We then came to smaller pools and larger caverns, flooded in the past but today were mostly dry. I kept seeing more and more charcoal from fires, and then more and more human bones. Strewn throughout a passage we found several human bones. The most exciting find was the skull and jaw bone found several feet apart, but from the same person. NICH, after telling them about the find asked if we could return and take the bones out for analysis. Once the bones were studied by Gabe at NICH, it was determined that the bones came from 2 individuals. The skull was from a male, aged from the late teens to early 20's.
The skull is now in the bone lab, and I somehow think it should be back in the cave where we found it. Along with this skull we found an alter area. A single “leaf” blade was found laying there. It was perfect. As I picked it up I checked to see how sharp it was, I ran it across my finger. It cut into my finger indicating it was a s sharp as the day it was laid there.

From this point in the cave we came to a much larger lake. As it was getting very late in the day we decided it was time to head back. Brian did a quick swim across and on the other side said it just kept going…

What else are we going to find??? Another expedition needs to be done, and hopefully with the perfect conditions we incountered in May of 2008.

***XMET always brings Oxygen meters and is monitoring it as we go through. There are times when it is to low to go through this passage. It would extremely risky to do this without the correct equipment. We were extremely fortunate that this one day the lakes were dry, the oxygen was good. This was the first time in 9 years it has been like this.***


Gabe said:

The remains found in the Chapat burial chamber seem to represent 2 individuals. Measurements of longbone robusticity based on standards by Wrobel et al (2002) and features of the cranium all consistently indicate that both individuals are male. The relative lack of dental attrition suggests an age in the range of the very late teens or early 20s. Differences in the staining and weathering on the bone surfaces are likely the result of being placed in different areas of the chamber. The porotic hyperostosis of the cranial vault is an indication of anemia, a condition that is typical of ancient agricultural populations with a high carbohydrate / low protein diet. The rodent gnaw marks on the fibula (SB4B) is perhaps an indication that the bones were moved, since rodents would not be found in such a deep portion of a cave. Rodent activity has been noted in remains found at surface sites, especially in contexts with an airspace, such as tombs or burial urns (Cook 1999).

In May of 2008 the XMET, Marcos Cucul and myself went over the rim stone dam to see how much more cave passage we would find.

After hiking for awhile we came to BONES. Bones from a human body. How did they get back there? We barely got back there with equipment. Carried by the flooding waters, human hands, or did they walk in on their own. They were old, from the Mayan times. Thanks to Gabe and NICHE we were able to find out some answers to the puzzle.
Gabe took these pictures after he received the bones and cleaned them up. He put the jaw with the skull and looked at all the other bones we brought out.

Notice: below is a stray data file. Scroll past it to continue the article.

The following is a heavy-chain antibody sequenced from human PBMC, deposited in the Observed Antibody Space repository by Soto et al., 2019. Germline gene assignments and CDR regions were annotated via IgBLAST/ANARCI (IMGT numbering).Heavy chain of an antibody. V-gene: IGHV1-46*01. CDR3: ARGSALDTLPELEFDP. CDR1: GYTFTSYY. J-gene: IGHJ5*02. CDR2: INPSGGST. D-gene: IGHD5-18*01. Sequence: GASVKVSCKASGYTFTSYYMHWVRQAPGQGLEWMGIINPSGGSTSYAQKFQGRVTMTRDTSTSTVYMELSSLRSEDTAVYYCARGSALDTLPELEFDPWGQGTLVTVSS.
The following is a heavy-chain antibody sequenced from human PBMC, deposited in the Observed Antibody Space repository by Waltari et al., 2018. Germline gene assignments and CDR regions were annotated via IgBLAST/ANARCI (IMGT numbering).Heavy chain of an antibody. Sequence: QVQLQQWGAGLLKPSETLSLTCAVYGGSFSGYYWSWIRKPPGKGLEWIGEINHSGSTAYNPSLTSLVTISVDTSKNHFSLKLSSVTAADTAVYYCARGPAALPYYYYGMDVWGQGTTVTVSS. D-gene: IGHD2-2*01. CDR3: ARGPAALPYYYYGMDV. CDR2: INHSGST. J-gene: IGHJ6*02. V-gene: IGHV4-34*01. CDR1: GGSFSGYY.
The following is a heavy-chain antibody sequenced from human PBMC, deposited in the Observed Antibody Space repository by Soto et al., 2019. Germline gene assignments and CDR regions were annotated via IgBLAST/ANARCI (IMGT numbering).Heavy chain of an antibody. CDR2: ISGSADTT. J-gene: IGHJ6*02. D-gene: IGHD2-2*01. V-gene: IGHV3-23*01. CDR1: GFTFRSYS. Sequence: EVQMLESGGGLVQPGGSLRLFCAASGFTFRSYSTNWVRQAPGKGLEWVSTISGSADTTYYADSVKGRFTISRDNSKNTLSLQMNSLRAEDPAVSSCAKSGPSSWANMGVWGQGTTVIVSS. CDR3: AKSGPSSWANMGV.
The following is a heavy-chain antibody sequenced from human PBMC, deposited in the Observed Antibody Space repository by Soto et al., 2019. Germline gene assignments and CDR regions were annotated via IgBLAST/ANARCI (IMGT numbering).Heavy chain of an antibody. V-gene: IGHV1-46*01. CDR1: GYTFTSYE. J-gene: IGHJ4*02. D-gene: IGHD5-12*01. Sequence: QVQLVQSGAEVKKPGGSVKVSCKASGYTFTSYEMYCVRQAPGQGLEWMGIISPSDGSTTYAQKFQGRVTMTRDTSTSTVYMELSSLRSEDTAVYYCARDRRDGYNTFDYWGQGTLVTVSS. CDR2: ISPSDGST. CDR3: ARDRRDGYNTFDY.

What a great day. Cave passage that no one had been in for at least 1200 years and then finding the human bones. What was going on with these individuals? Perhaps they came from another entrance found farther back in the cave? Based on what Gabe said, they may have been buried in a tomb in another location then exhumed and carried to this spot? Carried here for their final journey through the underworld? Were they elite who had been buried in a tomb in a site above ground, only to have been moved later?

Oh, we found more.


Hiking through the cave today I found myself in a different state of mind.
I went with friends and let them go ahead as they had been here many times.
It let me take my time and look closer at cave offerings that I usually just breeze by. I saw more pottery shards, more terraces and steps today than I have seen before.
There are still places that I have not seen. I have been in this cave more than 200 times...
There are messages that the Maya left undiscovered. There are sculptures in the cave that in an art gallery would be priceless. In the cave they are there for anyone that can make the effort to see them; as long as you " take the time ".

Marcrobrachium catonium "A New Troglobitic Shrimp"

Horton H. Hobbs Jr. sometime before 1995 made the trek to Actun Chapat.

A new genus of shrimp was discovered on their trip and they wrote a scientific paper about it. The shrimp on the left is not the catonium, but is in the same genus, Macrobrachium.

The one they found in the lake in Actun Chapat was, "lacking pigment except for eye spot which was purplish to black".

This may only interest the scientific crowd, but in reality when you start researching it is incredibly interesting. It also raises some questions about the cave in general and the creatures that live there.
    • How many generations does it take for this shrimp to lose it's pigmentation?
    • What adapatations has it made since it's journey from where it came from to where it is now? ("K strategists")
    • Where did they come from?
    I still suspect there is another entrance to Actun Chapat that floods during the rainy season. With the flood brings these shrimp along with crabs, and catfish that we have also seen in the lake.

    Time for an expedition past the lake!

    Here is the paper that was sent to me. I want to thank whomever sent this.And thanks to the Hobbs for making this discovery!
    Shrimp in Actun Chapat, Belize